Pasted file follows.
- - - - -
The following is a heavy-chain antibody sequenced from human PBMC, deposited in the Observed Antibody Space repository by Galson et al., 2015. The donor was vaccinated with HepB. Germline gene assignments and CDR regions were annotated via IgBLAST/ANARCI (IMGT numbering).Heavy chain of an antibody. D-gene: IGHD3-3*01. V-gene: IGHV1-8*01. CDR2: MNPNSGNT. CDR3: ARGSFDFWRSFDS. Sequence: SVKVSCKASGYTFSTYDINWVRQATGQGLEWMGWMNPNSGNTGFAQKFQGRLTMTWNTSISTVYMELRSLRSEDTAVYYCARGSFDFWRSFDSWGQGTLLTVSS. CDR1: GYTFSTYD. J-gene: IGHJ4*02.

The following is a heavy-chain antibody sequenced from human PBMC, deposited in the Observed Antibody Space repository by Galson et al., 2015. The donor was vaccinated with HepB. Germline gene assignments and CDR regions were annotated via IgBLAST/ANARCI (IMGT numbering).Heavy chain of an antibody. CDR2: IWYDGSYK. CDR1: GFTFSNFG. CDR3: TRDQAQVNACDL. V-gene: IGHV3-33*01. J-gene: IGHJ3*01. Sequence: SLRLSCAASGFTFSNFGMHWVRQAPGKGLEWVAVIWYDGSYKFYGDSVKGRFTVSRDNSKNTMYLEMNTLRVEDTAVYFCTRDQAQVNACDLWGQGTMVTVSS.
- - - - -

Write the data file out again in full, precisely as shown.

The following is a heavy-chain antibody sequenced from human PBMC, deposited in the Observed Antibody Space repository by Galson et al., 2015. The donor was vaccinated with HepB. Germline gene assignments and CDR regions were annotated via IgBLAST/ANARCI (IMGT numbering).Heavy chain of an antibody. D-gene: IGHD3-3*01. V-gene: IGHV1-8*01. CDR2: MNPNSGNT. CDR3: ARGSFDFWRSFDS. Sequence: SVKVSCKASGYTFSTYDINWVRQATGQGLEWMGWMNPNSGNTGFAQKFQGRLTMTWNTSISTVYMELRSLRSEDTAVYYCARGSFDFWRSFDSWGQGTLLTVSS. CDR1: GYTFSTYD. J-gene: IGHJ4*02.

The following is a heavy-chain antibody sequenced from human PBMC, deposited in the Observed Antibody Space repository by Galson et al., 2015. The donor was vaccinated with HepB. Germline gene assignments and CDR regions were annotated via IgBLAST/ANARCI (IMGT numbering).Heavy chain of an antibody. CDR2: IWYDGSYK. CDR1: GFTFSNFG. CDR3: TRDQAQVNACDL. V-gene: IGHV3-33*01. J-gene: IGHJ3*01. Sequence: SLRLSCAASGFTFSNFGMHWVRQAPGKGLEWVAVIWYDGSYKFYGDSVKGRFTVSRDNSKNTMYLEMNTLRVEDTAVYFCTRDQAQVNACDLWGQGTMVTVSS.